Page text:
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I spent half the day trying to figure out MLB options rules. I discovered Mark Prior did have to go on waivers, while learning that the rule confuses even those tasked with managing the process. I have no idea about Gary Majewski and I’m not even going to try and figure it out.

The other half was spent convincing myself that this cough I have isn’t the first sign of me turning into Val Kilmer’s portrayal of Doc Holliday in Tombstone. I canceled some media gigs – hacking up a lung is bad radio and worse video – and turned to a little research. I mentioned genetics in a recent chat and this article is one of the more interesting things I’ve seen on the practical application of biotech in sports. As we stand, just days away from the 2007 season, we have to remember that we’re also on the doorstep of the future. Things we learn now will come into play a few years down the line, but we’re also knocking down the first domino without knowing the full measure of what will someday happen. It’s an ethical dilemma and let’s face it, ethics and sports aren’t always the best of friends.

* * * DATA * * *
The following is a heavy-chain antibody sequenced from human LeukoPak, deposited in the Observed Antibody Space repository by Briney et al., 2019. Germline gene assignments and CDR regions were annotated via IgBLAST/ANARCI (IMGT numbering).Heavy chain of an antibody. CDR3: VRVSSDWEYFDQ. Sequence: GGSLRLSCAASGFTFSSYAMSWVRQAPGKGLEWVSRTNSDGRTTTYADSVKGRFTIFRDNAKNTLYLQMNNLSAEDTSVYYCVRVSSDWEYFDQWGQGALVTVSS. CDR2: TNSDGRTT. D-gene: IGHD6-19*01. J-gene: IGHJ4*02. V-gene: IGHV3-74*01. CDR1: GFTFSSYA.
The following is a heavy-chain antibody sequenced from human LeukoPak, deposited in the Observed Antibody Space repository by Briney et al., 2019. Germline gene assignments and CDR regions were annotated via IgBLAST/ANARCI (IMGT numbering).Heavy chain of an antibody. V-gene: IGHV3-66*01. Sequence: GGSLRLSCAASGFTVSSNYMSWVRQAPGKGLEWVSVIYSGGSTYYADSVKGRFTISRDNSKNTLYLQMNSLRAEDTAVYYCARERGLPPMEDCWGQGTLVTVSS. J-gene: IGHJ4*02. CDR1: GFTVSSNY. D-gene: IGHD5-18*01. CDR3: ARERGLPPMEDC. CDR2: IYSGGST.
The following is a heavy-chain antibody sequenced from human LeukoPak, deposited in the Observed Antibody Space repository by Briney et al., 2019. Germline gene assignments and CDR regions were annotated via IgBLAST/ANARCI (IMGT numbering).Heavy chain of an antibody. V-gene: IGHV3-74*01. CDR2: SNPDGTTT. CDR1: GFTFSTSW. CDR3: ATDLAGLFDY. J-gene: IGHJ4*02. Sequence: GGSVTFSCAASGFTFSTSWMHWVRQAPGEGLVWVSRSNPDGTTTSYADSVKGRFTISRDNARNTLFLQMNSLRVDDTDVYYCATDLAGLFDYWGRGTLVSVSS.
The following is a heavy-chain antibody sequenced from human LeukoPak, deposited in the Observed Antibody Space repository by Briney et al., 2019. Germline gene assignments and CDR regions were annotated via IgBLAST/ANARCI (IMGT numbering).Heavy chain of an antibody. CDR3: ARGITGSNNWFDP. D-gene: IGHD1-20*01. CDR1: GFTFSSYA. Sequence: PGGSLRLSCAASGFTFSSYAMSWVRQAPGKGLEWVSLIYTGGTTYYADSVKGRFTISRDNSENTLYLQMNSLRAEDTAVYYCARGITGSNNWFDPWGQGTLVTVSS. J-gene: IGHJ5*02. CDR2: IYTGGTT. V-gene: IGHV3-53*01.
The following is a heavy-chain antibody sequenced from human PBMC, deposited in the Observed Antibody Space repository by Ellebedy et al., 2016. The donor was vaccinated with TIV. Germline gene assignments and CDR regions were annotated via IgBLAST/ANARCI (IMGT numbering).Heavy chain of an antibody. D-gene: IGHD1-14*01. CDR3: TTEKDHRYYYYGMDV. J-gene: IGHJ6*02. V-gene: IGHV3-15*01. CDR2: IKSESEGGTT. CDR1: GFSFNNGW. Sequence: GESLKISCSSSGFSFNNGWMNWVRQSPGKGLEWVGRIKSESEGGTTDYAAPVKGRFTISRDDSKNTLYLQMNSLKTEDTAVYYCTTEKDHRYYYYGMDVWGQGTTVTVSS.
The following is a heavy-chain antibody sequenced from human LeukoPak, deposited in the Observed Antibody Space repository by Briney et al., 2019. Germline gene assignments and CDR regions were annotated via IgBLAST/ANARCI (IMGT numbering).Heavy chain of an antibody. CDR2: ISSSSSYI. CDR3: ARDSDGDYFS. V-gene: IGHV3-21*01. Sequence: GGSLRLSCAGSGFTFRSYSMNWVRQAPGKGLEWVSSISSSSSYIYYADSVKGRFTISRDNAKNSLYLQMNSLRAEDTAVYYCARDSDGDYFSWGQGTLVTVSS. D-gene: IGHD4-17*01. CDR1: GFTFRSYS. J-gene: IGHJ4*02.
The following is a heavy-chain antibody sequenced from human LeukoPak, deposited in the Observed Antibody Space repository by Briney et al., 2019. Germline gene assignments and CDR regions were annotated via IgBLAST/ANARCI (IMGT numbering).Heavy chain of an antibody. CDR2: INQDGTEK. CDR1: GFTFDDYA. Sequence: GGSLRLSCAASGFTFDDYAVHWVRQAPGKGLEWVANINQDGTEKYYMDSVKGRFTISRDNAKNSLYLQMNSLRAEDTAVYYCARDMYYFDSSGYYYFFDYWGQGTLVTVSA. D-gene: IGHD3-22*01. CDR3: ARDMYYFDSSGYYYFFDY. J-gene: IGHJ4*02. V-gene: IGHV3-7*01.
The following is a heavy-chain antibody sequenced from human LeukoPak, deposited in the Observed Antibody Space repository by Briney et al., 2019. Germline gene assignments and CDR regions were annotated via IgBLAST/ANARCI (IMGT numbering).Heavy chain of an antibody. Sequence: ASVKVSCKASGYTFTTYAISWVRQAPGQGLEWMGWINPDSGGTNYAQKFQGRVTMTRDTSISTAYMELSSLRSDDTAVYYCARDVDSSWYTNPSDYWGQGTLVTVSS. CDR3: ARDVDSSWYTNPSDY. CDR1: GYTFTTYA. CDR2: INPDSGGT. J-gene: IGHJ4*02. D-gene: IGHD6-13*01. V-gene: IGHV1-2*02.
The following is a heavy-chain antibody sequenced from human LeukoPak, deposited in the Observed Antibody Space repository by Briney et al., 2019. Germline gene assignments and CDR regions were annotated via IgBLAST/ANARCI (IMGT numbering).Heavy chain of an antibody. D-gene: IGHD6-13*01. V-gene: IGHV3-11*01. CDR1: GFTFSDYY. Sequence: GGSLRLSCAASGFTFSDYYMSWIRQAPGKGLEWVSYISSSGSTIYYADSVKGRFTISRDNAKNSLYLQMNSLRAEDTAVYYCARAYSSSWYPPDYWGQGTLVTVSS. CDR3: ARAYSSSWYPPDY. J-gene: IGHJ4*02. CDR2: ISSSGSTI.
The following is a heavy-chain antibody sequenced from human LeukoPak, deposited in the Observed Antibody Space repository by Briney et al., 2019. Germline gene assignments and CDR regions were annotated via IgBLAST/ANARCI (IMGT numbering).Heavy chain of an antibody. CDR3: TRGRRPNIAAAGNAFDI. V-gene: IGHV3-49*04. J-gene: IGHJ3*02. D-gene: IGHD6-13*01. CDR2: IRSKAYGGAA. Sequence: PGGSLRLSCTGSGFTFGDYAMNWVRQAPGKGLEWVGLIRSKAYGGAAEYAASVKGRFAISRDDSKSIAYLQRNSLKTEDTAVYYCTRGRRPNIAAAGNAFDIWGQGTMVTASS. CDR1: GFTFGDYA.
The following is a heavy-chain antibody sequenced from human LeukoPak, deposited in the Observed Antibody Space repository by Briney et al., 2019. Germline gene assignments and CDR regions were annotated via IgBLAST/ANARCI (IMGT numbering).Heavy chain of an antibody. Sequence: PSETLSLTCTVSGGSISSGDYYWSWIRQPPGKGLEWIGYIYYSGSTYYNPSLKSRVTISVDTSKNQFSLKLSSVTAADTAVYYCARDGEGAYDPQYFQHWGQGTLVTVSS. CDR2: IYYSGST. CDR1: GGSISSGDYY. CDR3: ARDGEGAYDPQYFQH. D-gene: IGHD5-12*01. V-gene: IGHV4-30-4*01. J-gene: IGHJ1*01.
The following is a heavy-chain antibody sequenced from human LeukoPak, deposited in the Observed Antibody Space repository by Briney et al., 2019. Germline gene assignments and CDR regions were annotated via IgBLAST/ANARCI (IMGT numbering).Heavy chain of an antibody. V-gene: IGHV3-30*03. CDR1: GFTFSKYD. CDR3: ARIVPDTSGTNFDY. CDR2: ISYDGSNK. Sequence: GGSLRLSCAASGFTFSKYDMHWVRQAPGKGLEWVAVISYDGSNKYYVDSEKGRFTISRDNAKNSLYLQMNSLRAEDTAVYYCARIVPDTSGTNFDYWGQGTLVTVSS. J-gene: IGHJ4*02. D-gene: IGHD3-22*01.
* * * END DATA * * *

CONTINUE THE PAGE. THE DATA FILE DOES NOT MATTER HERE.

Powered by leveraged ETFs, on to the injuries:

  • “Tired arm” just didn’t sound right to me either. The Detroit Free Press had it first that tired arm, while accurate, wasn’t the proper diagnosis for Kenny Rogers. Instead, the cause is reportedly a blood clot. The article does not indicate if the clot is in his arm, and none of my sources would confirm or deny the report. While concerning, this isn’t an unheard of condition. Several pitchers, including Tom Glavine, Roberto Hernandez, and Kip Wells have dealt with similar issues with varying short and long term results. Without more information, there’s no way to determine how long Rogers will be out or what the effect will be. If the clot is easily dealt with via medication, Rogers may miss as little as one or two starts. Rogers was already a risky pitcher, but one that gets results. I’m not ready to drop him heavily down the draft board because he shouldn’t be much more than a mid-to-late round pick anyway.